“All eyes forward!” commanded the mother.
“Don’t mind them!”, stated the woman, “they haven’t seen anything as bloody as you since we slaughtered our boar hog!”
All of the kids laughed.
This woman, my angel, drove slowly to the hospital. She drove around potholes and slowed down for frost heaves. She didn’t say much but I could see her looking at me in her rear vision mirror. When we arrived at the hospital she went in to the emergency ward. Two attendants retrieved me with a gurney. As they rolled me away I stopped the two attendants.
“Ma’am!”, I shouted, “I didn’t get your name!”
She turned and looked at me. For the first time I noticed she had steel blue eyes and a weathered face that shouted volumes as to who she was and where she had been.
“My name is Clare” she said quietly.
“Thank you, Clare. I owe you big time.”
“You don’t owe me a thing sonny. Glad I could help. This will give the kids a week’s worth of giggles. Good luck!”
And without further adieu she slid into the old Plymouth wagon. She put it in gear. The car roared as she pulled out of the emergency room exit.
I would never see her again.
Post Script: I looked for Clare, and asked everyone I could think of to find out her last name and where she lived. I never found out exactly who she was. I was never able to thank her properly. But somehow I don’t think she really needed for me to give her more praise. Even in my short introduction to this woman I knew it just wasn’t in her to want anything more than a simple thank you.
My leg was broken both below and above the knee. The hospital set the leg in both places. I was unconscious at the time. That evening I asked to released. My dogs were home alone wondering where I was. I called a friend who gave me a ride to the old cottage where I lived.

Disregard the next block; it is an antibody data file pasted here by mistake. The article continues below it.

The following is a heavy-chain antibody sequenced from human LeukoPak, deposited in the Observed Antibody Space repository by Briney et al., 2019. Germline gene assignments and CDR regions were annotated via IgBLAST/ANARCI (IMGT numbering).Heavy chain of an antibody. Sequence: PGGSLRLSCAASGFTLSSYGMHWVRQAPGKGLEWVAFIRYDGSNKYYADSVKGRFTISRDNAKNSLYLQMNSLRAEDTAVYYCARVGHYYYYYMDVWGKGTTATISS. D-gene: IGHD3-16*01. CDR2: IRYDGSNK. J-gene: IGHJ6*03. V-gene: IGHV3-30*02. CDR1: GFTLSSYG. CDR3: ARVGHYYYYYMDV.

I could no longer work. Money was tight; almost nonexistent. For the next few weeks I used crutches to get to the beach where I sat and shot ducks as they flew by. Max, my labrador, retrieved them from the surf. Scruggs, my mongrel pal, celebrated life on the beach as Max brought in the water fowl. We ate ducks for almost a month until I decided to leave the island.
On the day we got on the ferry that took us to Hyannis I remember looking across an angry, gray winter sea towards the Island. Nantucket was disappearing in the fog.
I was leaving behind a time in life that I would never be able to replace. An era was coming to an end and I had no idea what would come next. I was leaving behind a big part of my soul. I now felt somewhat incomplete.
But most of all I knew I was leaving behind a true angel.
Max and Scruggs looked off the bow of the ferry. The cold winter wind and ocean spray blew in their faces. They knew we had the entire world in front of us.
What could be better?
Written for www.wildramblings.com on December 10th, 2012